General Surasak Kanjanarat, Thailand's de facto defence minister,
said the meeting was aimed at mapping out "future plans of action"
with the Chinese army, one of its oldest regional allies. He did not
elaborate on the plans.
The bid by Thailand's military rulers to strengthen ties with China
comes after Western powers, including old ally the United States,
criticised the May 22 coup and called for a speedy return to
The junta has said it has China's support.
"This meeting will be to talk about ties ... and future plans of
action and exchange views on regional security," Surasak, the head
of the delegation, told reporters.
"We will discuss in which areas we could increase military training.
We will not talk about the situation in Thailand because it is not
Surasak was due to meet the deputy chief-of-staff of the China's
army, Lieutenant-General Wang Guanzhong.
The coup was the latest convulsion in a decade-long conflict between
the Bangkok-based royalist establishment and former Prime Minister
Thaksin Shinawatra and his allies. The ousted government had been
headed by the self-exiled, former telecommunications tycoon's
sister, Yingluck Shinawatra.
Several foreign government have voiced disapproval of the coup,
including the United States, which scrapped joint military
programmes days after the generals took power.
In contrast, the ambassadors of China and Vietnam in Bangkok met
Thailand's armed forces chief last week in what the junta said was a
show of support.
On Monday, in the first major corporate deal since the coup,
state-owned China Mobile Ltd agreed to buy a 19 percent stake in
Thai telecoms group True Corp for $881 million.
The regime's engagement with China comes at a critical time for the
United States, which is shoring up ties with Asian allies and
building stronger relationships with countries like Vietnam and
Myanmar to counter China's growing assertiveness.
Perhaps with that in mind, the U.S. response to Thailand's coup has,
for now anyway, been limited to the suspension of about $3.5 million
in military aid and the cancellation of some training exercises and
visits by commanders.
While likely to find sympathy in China, Thailand's military is also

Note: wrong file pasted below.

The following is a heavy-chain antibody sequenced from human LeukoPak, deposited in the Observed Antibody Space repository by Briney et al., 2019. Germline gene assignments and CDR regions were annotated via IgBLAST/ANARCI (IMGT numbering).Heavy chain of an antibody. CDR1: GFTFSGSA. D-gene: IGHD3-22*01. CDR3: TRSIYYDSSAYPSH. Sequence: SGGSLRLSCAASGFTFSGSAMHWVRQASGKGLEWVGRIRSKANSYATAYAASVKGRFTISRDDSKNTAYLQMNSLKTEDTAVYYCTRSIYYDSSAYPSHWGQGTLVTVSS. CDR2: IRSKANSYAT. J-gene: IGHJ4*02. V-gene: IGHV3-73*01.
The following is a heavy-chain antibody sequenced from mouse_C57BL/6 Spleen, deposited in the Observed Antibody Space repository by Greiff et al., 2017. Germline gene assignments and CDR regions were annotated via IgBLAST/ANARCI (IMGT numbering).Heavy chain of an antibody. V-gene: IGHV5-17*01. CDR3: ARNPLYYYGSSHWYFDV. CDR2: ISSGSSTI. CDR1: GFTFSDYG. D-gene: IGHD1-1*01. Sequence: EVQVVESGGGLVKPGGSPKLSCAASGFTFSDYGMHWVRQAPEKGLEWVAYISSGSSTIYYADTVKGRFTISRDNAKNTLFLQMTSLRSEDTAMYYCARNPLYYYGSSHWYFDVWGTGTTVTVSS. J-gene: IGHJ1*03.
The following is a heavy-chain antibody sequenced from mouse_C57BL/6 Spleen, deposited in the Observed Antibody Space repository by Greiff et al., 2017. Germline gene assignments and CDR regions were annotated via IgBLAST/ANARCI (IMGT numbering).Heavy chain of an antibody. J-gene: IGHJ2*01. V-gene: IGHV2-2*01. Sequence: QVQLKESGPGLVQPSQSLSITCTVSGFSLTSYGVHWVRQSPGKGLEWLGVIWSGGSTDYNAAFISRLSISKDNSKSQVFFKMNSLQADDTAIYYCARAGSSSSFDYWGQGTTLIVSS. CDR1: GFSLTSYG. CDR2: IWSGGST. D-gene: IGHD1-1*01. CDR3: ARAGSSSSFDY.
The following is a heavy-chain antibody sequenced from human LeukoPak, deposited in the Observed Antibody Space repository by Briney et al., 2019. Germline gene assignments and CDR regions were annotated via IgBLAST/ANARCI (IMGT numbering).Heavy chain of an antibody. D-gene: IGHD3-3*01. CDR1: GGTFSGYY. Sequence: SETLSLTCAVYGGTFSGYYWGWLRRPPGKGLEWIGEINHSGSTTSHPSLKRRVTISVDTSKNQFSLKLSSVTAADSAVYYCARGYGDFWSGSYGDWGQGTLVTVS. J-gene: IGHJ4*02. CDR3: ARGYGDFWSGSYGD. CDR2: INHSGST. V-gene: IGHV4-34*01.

concerned about perceptions elsewhere. Junta leader General Prayuth
Chan-ocha called on 23 Thai ambassadors on Wednesday to make the
case for the coup.
"Thailand is not able to be alone in this world and a great part of
our income comes from exports which relies on international
relationships," Prayuth said.
"We can't make everyone agree with our actions but our duty is to
Malaysia's defence minister is due next week to make the first visit
by a foreign government minister since the coup. His trip showed "a
good understanding of the Thai situation", the Thai military said in
[to top of second column]
The army stepped in after more than six months of debilitating and
at times violent protests against Yingluck's government, saying it
had to act to prevent more bloodshed.
China's top newspaper on
Monday warned against aping Western-style democracy, pointing to
Thailand as an example of the kind of chaos the system can bring.
For a decade Thailand has been caught up in a political tug of war
between mostly poor supporters of Thaksin and middle-class Bangkok
residents aligned with the royalist establishment. Thaksin was
ousted in a 2006 coup and has lived abroad since 2008 to avoid a
He remains hugely popular among rural voters.
As part of the junta's reforms, it has moved to sideline civil
servants and senior police officers seen as loyal to Thaksin in what
his supporters see as part of a bid by the establishment to
permanently exclude him from politics.
The junta has imposed draconian controls since taking control. More
than 300 academics, journalists, activists and politicians, a
disproportionate number of them aligned to Thaksin, have been
rounded up by the military.
The junta has also banned political gatherings of more than five
people and imposed a nationwide curfew, now running from midnight to
However, over the past week, it has lifted the curfew in 10 holiday
destinations to help boost tourism, which accounts for about 10
percent of the economy. On Tuesday, it lifted it in a further 20
provinces but kept it in Bangkok.
Chinese tourists have flocked to Thailand in recent years,
overtaking the numbers of visitors from the United States and Europe
though the recent turmoil has frightened many off.
In the first five months of 2014, the number of tourists from China
plunged 54.9 percent from the same period a year earlier to 307,637,
according to the Association of Thai Travel Agents).
Chinese tourists, including visitors for business meetings and
conferences, accounted for 26 percent of total passenger arrivals in
(Additional Pracha Hariraksapitak; Editing by Martin Petty and
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